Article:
Gray's Reef National Marine Sanctuary
Gray's Reef National Marine Sanctuary
Gray's Reef Expedition 2012
Mission Information
 

Sunday: June 3, 2012
Log Day 4

Jamie Price
Student
Georgia Southern University

imited visibility at Gray's Reef this week is reflected in this image of diver Samantha Martin

Limited visibility at Gray's Reef this week is reflected in this image of diver Samantha Martin.
(Photo: Sarah Fangman)

Waking up the first morning aboard the NOAA Ship Nancy Foster had me excited and ready to dive. We were two days later than expected because of tropical storm Beryl, so I was eager to get in the water and start the benthic invertebrate surveys I would be helping with. Apparently this was not meant to be, because our only dive on the first full day at sea was aborted due to extremely poor visibility. The second day provided familiar results as we went out once in the morning and once in the afternoon only to return without any new data due to continuing poor conditions. I had eaten my weight in various meals and ice cream by this point and was just ready to get in the water!

Research diver photographing quadrat

Research diver photographing quadrat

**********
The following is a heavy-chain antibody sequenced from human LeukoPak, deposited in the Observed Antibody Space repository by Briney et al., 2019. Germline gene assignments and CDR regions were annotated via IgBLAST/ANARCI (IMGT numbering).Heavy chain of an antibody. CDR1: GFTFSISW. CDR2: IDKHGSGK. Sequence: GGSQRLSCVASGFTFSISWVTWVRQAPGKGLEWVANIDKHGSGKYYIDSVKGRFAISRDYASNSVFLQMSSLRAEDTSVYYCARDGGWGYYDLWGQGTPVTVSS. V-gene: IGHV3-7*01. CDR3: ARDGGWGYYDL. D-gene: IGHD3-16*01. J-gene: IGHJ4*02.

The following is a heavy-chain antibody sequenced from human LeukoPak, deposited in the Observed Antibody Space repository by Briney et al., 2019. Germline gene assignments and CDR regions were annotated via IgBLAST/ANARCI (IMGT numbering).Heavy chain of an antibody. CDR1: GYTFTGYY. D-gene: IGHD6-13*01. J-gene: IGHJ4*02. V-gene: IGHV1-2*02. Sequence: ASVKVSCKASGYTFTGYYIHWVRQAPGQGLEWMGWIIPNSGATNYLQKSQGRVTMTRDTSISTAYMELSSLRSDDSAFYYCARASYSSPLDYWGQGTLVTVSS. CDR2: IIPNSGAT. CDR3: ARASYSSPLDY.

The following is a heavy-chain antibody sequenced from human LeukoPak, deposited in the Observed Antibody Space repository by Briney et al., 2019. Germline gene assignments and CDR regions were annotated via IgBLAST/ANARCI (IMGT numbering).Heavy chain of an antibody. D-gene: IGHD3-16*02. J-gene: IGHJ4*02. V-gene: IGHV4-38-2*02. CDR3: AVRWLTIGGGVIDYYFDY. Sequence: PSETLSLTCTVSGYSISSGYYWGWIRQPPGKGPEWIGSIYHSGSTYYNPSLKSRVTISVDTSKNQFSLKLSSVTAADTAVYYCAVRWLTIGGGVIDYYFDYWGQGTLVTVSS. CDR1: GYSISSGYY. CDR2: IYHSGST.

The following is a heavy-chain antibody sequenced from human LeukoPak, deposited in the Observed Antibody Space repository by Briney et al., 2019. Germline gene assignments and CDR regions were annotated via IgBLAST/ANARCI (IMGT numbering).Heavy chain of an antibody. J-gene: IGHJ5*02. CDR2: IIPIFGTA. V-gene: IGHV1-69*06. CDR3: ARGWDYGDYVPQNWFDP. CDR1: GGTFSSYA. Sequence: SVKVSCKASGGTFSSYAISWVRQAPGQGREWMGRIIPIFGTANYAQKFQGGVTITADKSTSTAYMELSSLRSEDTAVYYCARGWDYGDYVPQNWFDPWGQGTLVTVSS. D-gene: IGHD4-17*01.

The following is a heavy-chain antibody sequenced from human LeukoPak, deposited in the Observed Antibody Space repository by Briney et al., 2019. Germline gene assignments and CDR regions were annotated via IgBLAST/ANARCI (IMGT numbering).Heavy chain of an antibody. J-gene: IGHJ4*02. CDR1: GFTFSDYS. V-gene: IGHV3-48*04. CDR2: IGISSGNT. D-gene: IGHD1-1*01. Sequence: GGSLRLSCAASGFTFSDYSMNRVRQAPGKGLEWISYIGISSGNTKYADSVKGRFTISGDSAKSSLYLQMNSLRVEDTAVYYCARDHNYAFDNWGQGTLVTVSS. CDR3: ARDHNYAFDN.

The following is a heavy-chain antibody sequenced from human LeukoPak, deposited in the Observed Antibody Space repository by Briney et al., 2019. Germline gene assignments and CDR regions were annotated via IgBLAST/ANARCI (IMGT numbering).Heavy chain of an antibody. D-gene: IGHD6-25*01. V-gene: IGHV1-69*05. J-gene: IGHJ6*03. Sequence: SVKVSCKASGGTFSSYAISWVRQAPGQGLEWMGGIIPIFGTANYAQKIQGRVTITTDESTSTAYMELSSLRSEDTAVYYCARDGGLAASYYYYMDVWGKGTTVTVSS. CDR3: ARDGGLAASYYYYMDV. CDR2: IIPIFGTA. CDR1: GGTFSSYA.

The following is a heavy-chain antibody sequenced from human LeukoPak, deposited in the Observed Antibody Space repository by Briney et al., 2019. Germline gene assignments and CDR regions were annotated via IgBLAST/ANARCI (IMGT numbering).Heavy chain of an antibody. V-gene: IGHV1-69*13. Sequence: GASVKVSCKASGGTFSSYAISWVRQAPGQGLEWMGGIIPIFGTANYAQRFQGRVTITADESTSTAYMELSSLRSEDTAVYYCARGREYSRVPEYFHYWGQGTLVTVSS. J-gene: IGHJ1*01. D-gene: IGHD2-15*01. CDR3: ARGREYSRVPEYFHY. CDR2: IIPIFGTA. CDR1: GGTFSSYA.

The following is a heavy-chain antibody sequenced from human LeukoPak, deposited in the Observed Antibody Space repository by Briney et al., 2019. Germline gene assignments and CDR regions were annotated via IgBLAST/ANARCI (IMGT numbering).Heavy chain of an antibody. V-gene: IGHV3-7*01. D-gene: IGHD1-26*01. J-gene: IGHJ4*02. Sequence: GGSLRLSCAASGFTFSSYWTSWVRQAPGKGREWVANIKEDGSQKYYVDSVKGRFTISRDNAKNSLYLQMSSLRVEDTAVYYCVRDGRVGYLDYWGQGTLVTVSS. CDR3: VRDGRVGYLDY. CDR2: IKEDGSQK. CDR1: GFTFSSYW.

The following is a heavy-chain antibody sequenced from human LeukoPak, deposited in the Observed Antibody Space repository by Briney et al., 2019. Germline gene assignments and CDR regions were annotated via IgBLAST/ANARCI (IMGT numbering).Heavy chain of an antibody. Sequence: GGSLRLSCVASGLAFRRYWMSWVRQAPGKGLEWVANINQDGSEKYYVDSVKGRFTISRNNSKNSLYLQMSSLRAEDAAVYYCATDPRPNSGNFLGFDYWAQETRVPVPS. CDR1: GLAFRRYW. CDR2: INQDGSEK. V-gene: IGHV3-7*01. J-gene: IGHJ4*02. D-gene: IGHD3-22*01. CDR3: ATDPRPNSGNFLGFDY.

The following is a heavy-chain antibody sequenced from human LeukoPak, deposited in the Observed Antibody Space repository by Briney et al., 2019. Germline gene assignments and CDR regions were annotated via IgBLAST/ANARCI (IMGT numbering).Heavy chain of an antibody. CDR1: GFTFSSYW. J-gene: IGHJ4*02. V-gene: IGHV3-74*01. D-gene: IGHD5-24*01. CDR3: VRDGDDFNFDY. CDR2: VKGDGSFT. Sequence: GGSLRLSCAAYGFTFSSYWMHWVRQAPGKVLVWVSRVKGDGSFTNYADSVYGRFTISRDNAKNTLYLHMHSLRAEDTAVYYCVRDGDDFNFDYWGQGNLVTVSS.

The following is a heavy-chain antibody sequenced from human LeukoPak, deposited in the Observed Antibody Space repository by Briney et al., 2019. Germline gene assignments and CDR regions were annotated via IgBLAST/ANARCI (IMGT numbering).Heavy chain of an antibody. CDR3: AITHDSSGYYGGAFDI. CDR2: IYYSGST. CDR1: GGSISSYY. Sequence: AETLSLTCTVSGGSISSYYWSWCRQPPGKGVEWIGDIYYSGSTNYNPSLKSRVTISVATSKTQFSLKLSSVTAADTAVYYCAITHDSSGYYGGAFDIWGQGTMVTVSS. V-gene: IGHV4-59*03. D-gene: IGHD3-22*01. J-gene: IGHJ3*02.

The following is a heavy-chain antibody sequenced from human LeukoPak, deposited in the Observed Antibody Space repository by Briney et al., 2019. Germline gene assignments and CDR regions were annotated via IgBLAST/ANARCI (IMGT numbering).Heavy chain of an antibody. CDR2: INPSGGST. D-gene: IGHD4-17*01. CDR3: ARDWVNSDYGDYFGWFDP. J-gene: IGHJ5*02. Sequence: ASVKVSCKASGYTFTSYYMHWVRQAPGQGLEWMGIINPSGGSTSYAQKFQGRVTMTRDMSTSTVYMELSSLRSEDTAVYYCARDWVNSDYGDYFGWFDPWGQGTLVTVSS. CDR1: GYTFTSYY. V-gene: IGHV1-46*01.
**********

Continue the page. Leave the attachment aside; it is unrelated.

(Photo: Randy Rudd)

Finally after two days of waiting at home and two days of mostly eating and relaxing on the ship, the third full day aboard provided good results. All four of the dives attempted that day were complete and fruitful! Using rocks as hand holds to avoid the sweeping currents and fighting through the still patchy visibility, we got data for the invertebrate surveys at last! It was hard to see much else other than what was right in front of you, but being able to see anything at all was a nice change. Sandy mounds covered the ledges on the bottom, but several invertebrates poked through providing some quality figures.

Loggerhead turtle swimming at Gray's Reef

Loggerhead turtle swimming at Gray's Reef
(Photo: "Nemo" McKay)

Today was also productive with four more complete dives. The visibility has begun to improve below the surface, and identifications are becoming easier as the sediment layer all over the bottom begins to thin out. A couple loggerhead sea turtle sightings from the dive boat and a few curious fish getting in our way underwater has capped off the first four days, which were slow to start, but are quickly heating up!

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